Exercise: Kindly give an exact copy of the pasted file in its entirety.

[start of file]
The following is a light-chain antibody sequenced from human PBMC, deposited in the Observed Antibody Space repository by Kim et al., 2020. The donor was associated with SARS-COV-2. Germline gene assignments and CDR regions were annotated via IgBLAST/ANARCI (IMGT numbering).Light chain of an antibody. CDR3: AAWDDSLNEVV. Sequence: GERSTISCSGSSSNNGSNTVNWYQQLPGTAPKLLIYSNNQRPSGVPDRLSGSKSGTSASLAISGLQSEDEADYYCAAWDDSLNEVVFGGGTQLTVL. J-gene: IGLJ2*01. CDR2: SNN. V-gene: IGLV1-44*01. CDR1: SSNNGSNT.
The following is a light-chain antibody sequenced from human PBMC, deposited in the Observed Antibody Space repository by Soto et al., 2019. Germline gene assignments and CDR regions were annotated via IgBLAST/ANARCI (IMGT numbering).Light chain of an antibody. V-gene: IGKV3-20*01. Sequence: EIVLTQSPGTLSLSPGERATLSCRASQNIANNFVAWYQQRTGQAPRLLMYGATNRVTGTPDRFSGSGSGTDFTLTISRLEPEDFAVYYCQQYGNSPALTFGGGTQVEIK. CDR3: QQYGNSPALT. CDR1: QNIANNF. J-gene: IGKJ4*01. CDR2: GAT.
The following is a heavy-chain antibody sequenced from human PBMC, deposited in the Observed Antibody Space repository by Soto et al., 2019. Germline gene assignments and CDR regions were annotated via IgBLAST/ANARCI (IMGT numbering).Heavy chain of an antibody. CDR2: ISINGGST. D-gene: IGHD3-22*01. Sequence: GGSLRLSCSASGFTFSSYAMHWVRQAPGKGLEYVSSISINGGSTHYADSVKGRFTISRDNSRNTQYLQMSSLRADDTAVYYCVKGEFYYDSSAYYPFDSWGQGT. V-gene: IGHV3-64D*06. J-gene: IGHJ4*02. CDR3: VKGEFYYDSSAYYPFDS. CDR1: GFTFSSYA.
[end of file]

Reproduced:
The following is a light-chain antibody sequenced from human PBMC, deposited in the Observed Antibody Space repository by Kim et al., 2020. The donor was associated with SARS-COV-2. Germline gene assignments and CDR regions were annotated via IgBLAST/ANARCI (IMGT numbering).Light chain of an antibody. CDR3: AAWDDSLNEVV. Sequence: GERSTISCSGSSSNNGSNTVNWYQQLPGTAPKLLIYSNNQRPSGVPDRLSGSKSGTSASLAISGLQSEDEADYYCAAWDDSLNEVVFGGGTQLTVL. J-gene: IGLJ2*01. CDR2: SNN. V-gene: IGLV1-44*01. CDR1: SSNNGSNT.
The following is a light-chain antibody sequenced from human PBMC, deposited in the Observed Antibody Space repository by Soto et al., 2019. Germline gene assignments and CDR regions were annotated via IgBLAST/ANARCI (IMGT numbering).Light chain of an antibody. V-gene: IGKV3-20*01. Sequence: EIVLTQSPGTLSLSPGERATLSCRASQNIANNFVAWYQQRTGQAPRLLMYGATNRVTGTPDRFSGSGSGTDFTLTISRLEPEDFAVYYCQQYGNSPALTFGGGTQVEIK. CDR3: QQYGNSPALT. CDR1: QNIANNF. J-gene: IGKJ4*01. CDR2: GAT.
The following is a heavy-chain antibody sequenced from human PBMC, deposited in the Observed Antibody Space repository by Soto et al., 2019. Germline gene assignments and CDR regions were annotated via IgBLAST/ANARCI (IMGT numbering).Heavy chain of an antibody. CDR2: ISINGGST. D-gene: IGHD3-22*01. Sequence: GGSLRLSCSASGFTFSSYAMHWVRQAPGKGLEYVSSISINGGSTHYADSVKGRFTISRDNSRNTQYLQMSSLRADDTAVYYCVKGEFYYDSSAYYPFDSWGQGT. V-gene: IGHV3-64D*06. J-gene: IGHJ4*02. CDR3: VKGEFYYDSSAYYPFDS. CDR1: GFTFSSYA.